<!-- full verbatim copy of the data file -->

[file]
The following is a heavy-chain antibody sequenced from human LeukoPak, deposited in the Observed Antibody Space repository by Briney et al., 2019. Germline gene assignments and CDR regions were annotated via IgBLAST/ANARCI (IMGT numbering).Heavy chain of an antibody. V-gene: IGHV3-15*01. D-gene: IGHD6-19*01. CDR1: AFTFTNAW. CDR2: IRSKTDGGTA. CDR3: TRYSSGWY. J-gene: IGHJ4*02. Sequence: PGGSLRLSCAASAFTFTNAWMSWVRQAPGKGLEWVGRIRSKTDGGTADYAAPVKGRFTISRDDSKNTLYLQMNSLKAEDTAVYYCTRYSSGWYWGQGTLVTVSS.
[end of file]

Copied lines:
The following is a heavy-chain antibody sequenced from human LeukoPak, deposited in the Observed Antibody Space repository by Briney et al., 2019. Germline gene assignments and CDR regions were annotated via IgBLAST/ANARCI (IMGT numbering).Heavy chain of an antibody. V-gene: IGHV3-15*01. D-gene: IGHD6-19*01. CDR1: AFTFTNAW. CDR2: IRSKTDGGTA. CDR3: TRYSSGWY. J-gene: IGHJ4*02. Sequence: PGGSLRLSCAASAFTFTNAWMSWVRQAPGKGLEWVGRIRSKTDGGTADYAAPVKGRFTISRDDSKNTLYLQMNSLKAEDTAVYYCTRYSSGWYWGQGTLVTVSS.